1 2 3 4
This thread has growed from a single post.

... but it shouldn't be blowed out of proportion.

... or it might get throwed away.
Regards,
Arfur
My wife said to me this morning, "I hope it hasn't snowed overnight". "That's funny," I replied, "I would always ... not well read or well studied, teach me a word that just doesn't exist? Has anyone else come across "snown"?

OED has it as dialect but I bet few have come across it.
John Dean
Oxford
Teachers: We supply a list of EFL job vacancies
... but it shouldn't be blowed out of proportion.

... or it might get throwed away.

Looks like the "sow is the only word" theory has been comprehensively mown down and shown the door.

John Dean
Oxford
My wife said to me this morning, "I hope it ... that just doesn't exist? Has anyone else come across "snown"?

OED has it as dialect but I bet few have come across it.

Or its antonym, snot nown.

wrmst rgrds
Robin Bignall
Hertfordshire
England
John Dean schrieb:
... or it might get throwed away.

Looks like the "sow is the only word" theory has been comprehensively mown down and shown the door.

Yeah, rub it in, I deserve it!
This morning, though, I really couldn't think of all these other obvious (more obvious than "sow" now) words - at least until I read Raymond's post, at which point I kicked myself.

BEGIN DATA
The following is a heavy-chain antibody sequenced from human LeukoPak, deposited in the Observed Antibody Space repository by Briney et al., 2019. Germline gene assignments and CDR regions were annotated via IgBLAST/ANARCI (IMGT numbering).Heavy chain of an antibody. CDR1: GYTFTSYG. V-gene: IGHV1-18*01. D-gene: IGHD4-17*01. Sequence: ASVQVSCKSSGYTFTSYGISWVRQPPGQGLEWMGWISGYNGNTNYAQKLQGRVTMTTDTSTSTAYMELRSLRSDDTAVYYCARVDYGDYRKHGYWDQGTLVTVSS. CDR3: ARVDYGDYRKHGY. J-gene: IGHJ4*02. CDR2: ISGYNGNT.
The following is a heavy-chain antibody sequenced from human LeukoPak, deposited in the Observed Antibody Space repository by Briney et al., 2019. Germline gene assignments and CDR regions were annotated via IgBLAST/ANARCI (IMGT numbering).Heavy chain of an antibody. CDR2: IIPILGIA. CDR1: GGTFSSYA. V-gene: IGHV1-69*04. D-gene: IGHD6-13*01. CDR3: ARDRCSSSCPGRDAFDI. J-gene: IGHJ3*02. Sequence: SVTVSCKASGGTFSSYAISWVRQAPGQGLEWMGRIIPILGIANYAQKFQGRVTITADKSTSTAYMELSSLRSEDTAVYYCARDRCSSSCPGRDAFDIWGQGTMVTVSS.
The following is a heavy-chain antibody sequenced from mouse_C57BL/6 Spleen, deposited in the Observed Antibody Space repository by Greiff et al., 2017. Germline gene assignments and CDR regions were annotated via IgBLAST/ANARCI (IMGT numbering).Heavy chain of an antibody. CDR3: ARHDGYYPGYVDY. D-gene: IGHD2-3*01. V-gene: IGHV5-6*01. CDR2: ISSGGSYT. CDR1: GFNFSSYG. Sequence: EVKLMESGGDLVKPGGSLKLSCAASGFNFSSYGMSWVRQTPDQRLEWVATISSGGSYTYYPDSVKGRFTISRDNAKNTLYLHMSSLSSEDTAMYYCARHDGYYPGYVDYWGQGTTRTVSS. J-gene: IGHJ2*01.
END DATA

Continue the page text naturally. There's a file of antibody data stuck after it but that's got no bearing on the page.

I had hoped someone would feel tickled to improve upon my poem, which certainly left much room to do so.
Cheers
Michael

On a boat I had her rown
upon the tranquil river flown
whilst the fullest moon a-glown
where the snow had freshly snown.
By the time the *** had crown
she had finally to me she shown
that indeed she loved me sown.
Site Hint: Check out our list of pronunciation videos.
My wife said to me this morning, "I hope it ... that just doesn't exist? Has anyone else come across "snown"?

"If I were a bear and a big bear too I wouldn't much care if froze or snew."

A bit of trivia concerning the verb "snow": According to The Century Dictionary the verb "snow," in Middle English, "snowen" and "snawen," was formed from the noun, the original verb in Middle English being "snewen" and "sniwen," from Old English "sniwian."
The poem you cite reminded me of a poem I wrote a few years ago:

"Brr!" said the bear.
The bear said, "Brr!
It's colder here
Than anywhrr!"

Raymond S. Wise
Minneapolis, Minnesota USA
E-mail: mplsray @ yahoo . com
> The poem you cite reminded me of a poem I wrote a few years ago:
"Brr!" said the bear. The bear said, "Brr! It's colder here Than anywhrr!"

Ah guiss thet bar
Set ba the far.
When he'd warmed his fur,
He didn't say "Grr!"
No mur.
Mike.
Here is the correct usage "It snowed overnight, therefore it has snown overnight."
~Iain
Students: Are you brave enough to let our tutors analyse your pronunciation?
Here is the correct usage "It snowed overnight, therefore it has snown overnight." ~Iain

Snow is a regular verb:-
snow, snowed, snowed.
DC
Show more